That means you want to grab attention and build anticipation or tension — that can only be released by taking your desired action.
There are two ways to do that:
- Highlight what people stand to gain from reading your content or completing your action, or
- Emphasis the pain of loss that will occur by not taking your action
Then drill down into the details.
Each headline should play to these emotions by describing the obstacle they will attain or avoid. And a catchy, concise description should build anticipation or credibility as to why your call-to-action is the only logical choice.
Why You Need to Get “People Talking About This”
Facebook has always lead the way in social media for providing useful metrics to brand owners.
But they took that to the next level in October of 2011 when they introduced the “People Talking About This” metric.
This little metric gives you a rough estimation of how many people are directly engaging with your brand page.
And it’s important because it provides key insight into how many of your fans you’ll be able to reach.
A “Like” is one thing — a moment in time. But “Talking About This” evolves constantly — measuring engagement over time.
This metric changes daily, but measures the past 7 days of fan “stories”, which is the number of fans doing one of the following:
- Likes a page
- Likes a post on your page
- Comments on your post
- Creates a new post on your page
- Shares your post
- Checks-in at your location or brand
- Mentions your brand page name in a status update
- Tags your page in a photo
- Shares a deal or offer
- Likes a deal or offer
- Claims a deal or offer
- Writes a recommendation
- Viral shares (friends of fans sharing)
Tracking this raw number over time will give you a quick indication of how many people are interacting and engaging with your brand.
But tracking the percentage of “People Talking About This” to total “Likes” gives you a better understanding of how your Facebook marketing is performing.
This engagement ratio is a quick snapshot to your return on time and energy invested.
And it’s one of the best clues to determining how, if and when you’ll be able to start generating revenue from your Facebook fan page…
… which will be covered in detail in the next article!
How to Increase Your Facebook ROI Without Wasting Time & Money
Advertising money continues to pour into social media, with a report from BIA/Kelsey projecting it will grow over 134% and top $11 billion in the next few years.
Unsurprisingly, the bulk of ad money spent in social media — 65% — is on Facebook.
Facebook is one of the brightest spots for companies to invest online because they provide access to almost all customer segments, continue to roll out new opportunities to reach your fans, and provide detailed analytics to get accurate results.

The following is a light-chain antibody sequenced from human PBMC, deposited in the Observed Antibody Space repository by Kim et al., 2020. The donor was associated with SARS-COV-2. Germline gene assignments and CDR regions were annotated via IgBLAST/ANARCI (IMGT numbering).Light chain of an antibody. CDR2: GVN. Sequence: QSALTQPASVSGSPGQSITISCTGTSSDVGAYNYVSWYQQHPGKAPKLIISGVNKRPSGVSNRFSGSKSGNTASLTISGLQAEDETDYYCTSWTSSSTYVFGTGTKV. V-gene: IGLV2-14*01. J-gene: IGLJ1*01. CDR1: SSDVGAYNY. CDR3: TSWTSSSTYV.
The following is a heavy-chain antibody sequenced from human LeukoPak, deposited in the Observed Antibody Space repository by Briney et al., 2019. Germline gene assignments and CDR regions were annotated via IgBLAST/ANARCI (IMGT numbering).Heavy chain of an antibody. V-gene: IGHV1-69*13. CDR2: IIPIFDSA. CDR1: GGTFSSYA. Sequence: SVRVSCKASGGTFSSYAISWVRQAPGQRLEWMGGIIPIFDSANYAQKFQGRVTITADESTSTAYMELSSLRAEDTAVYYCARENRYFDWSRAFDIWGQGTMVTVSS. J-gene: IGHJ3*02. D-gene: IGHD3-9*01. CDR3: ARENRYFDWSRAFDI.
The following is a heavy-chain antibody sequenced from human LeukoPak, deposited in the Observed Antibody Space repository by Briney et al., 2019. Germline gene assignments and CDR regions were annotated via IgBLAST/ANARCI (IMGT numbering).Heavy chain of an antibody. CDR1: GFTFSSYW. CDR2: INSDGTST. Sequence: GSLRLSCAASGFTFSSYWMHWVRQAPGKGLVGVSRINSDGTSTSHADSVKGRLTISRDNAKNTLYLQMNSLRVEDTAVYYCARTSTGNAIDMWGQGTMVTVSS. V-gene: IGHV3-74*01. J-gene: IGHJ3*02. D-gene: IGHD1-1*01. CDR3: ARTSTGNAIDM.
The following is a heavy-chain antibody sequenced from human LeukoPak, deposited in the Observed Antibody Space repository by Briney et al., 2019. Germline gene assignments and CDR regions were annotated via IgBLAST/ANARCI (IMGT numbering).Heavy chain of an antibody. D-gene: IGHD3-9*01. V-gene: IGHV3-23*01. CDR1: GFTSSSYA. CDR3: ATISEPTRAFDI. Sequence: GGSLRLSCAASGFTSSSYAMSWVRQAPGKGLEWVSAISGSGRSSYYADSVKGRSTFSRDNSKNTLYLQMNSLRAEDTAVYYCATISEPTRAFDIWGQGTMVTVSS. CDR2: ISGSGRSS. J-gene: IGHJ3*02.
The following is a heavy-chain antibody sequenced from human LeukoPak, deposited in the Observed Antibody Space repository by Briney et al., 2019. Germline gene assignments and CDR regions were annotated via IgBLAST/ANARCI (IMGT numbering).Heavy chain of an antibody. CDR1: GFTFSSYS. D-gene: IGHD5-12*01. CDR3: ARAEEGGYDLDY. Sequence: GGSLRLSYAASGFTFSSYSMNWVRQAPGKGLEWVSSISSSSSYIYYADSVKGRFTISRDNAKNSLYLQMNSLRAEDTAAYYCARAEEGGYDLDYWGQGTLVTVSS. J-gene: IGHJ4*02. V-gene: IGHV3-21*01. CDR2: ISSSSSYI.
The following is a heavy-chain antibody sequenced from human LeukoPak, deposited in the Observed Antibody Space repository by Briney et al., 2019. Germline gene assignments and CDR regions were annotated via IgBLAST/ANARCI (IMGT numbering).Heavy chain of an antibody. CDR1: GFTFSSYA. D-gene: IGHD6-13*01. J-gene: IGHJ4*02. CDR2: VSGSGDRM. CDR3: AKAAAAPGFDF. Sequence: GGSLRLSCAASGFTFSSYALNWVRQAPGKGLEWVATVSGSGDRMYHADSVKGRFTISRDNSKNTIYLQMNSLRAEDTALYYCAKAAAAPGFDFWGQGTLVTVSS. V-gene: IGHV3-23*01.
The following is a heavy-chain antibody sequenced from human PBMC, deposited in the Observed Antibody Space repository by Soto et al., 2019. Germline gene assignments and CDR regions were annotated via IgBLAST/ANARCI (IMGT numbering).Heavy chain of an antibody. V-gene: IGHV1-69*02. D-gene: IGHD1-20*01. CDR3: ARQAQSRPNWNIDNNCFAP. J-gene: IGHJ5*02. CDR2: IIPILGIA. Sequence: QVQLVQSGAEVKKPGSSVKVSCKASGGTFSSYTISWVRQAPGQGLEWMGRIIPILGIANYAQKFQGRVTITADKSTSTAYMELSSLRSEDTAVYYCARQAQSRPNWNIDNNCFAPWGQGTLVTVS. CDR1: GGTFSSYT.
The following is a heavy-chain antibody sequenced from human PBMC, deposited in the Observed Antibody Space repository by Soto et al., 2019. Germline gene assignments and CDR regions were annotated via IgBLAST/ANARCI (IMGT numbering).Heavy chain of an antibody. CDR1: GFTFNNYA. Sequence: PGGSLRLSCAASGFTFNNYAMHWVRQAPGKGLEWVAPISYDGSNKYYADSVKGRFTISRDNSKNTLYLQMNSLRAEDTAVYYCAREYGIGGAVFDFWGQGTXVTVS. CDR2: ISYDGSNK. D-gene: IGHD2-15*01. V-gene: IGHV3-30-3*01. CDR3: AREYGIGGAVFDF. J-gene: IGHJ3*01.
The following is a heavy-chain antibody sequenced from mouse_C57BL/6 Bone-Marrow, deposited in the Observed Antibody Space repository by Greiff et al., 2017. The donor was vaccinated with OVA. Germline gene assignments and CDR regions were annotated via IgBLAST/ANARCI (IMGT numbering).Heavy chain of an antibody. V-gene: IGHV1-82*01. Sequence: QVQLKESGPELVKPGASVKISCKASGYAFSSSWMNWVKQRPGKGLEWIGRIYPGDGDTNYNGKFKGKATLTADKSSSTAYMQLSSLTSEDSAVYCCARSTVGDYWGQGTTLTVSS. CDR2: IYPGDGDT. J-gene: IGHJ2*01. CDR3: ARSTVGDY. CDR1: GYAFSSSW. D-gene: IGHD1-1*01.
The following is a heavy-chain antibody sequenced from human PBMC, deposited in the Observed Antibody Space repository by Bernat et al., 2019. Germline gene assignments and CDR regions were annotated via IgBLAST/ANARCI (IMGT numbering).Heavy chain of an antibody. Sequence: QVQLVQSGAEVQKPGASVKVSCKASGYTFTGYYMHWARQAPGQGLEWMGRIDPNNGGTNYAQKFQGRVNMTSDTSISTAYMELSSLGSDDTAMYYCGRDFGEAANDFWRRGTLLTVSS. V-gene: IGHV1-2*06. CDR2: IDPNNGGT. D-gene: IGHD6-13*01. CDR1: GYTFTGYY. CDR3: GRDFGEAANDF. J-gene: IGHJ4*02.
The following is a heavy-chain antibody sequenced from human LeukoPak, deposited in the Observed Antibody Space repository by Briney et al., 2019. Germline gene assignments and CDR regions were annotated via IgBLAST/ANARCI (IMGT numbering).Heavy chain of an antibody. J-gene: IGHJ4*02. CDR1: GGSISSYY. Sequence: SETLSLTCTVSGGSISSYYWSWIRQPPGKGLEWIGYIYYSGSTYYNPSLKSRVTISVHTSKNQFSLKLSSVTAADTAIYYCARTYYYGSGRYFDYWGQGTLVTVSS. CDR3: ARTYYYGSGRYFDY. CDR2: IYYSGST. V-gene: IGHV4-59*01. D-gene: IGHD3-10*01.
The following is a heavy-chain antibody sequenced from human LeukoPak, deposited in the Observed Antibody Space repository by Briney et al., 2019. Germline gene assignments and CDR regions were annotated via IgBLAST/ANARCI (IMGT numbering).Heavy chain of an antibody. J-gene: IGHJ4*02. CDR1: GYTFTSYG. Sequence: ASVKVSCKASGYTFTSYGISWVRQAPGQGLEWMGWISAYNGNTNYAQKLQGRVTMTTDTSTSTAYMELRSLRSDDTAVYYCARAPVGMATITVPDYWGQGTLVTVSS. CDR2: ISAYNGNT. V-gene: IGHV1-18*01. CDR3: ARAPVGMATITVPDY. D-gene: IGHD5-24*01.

But here’s the problem: social tactics are not meaningful sales drivers. Or at least, that’s what the experts say… Here’s how to improve your Facebook ROI
Why You Can’t Sell with Social Media
Forrester Research analyzed over 77,000 consumer purchases in 2012 to figure out which online marketing channels buyers — not just traffic — were coming from.
And they found that despite new tech trends and changes over the past few years, buyers tend to be influenced in largely the same ways:
- Search (SEO & Paid) matters most for new customers
- Email matters most for repeat customers
And what about social media?
Their research shows that social tactics were meaningless sales drivers.
There are a few reasons for this, which is beyond the scope of this article. (Basically it comes down to the inability or lack of tangible ways to properly attribute pre-conversion actions — aka it’s hard to measure appropriately. Kinda like offline advertising. But people still use that… right?!)
However they do have a point…
Selling directly with social media is difficult, and not always ideal. Here’s why…
Why Visitor Intent Dictates Sales
Let’s revisit that quote from Forrester Research for a second, because their findings are generally correct.
Search engine optimization (SEO) and paid search (PPC) will always outperform social media for driving sales. Always.
Because of visitor intent.
Before someone buys your product or service, they’re going to pass through several buying stages.
So before someone purchases, they have to become aware of their need, evaluate their alternatives, and then be committed to the solution they pick.